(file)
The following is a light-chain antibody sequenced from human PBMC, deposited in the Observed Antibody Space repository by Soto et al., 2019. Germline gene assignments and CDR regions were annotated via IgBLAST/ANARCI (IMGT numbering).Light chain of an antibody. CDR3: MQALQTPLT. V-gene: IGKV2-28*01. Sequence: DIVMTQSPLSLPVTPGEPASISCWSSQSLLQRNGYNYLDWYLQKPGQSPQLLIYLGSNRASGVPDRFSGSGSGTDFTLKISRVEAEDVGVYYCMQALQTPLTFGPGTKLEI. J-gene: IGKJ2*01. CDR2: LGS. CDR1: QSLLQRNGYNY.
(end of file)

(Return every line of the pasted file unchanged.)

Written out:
The following is a light-chain antibody sequenced from human PBMC, deposited in the Observed Antibody Space repository by Soto et al., 2019. Germline gene assignments and CDR regions were annotated via IgBLAST/ANARCI (IMGT numbering).Light chain of an antibody. CDR3: MQALQTPLT. V-gene: IGKV2-28*01. Sequence: DIVMTQSPLSLPVTPGEPASISCWSSQSLLQRNGYNYLDWYLQKPGQSPQLLIYLGSNRASGVPDRFSGSGSGTDFTLKISRVEAEDVGVYYCMQALQTPLTFGPGTKLEI. J-gene: IGKJ2*01. CDR2: LGS. CDR1: QSLLQRNGYNY.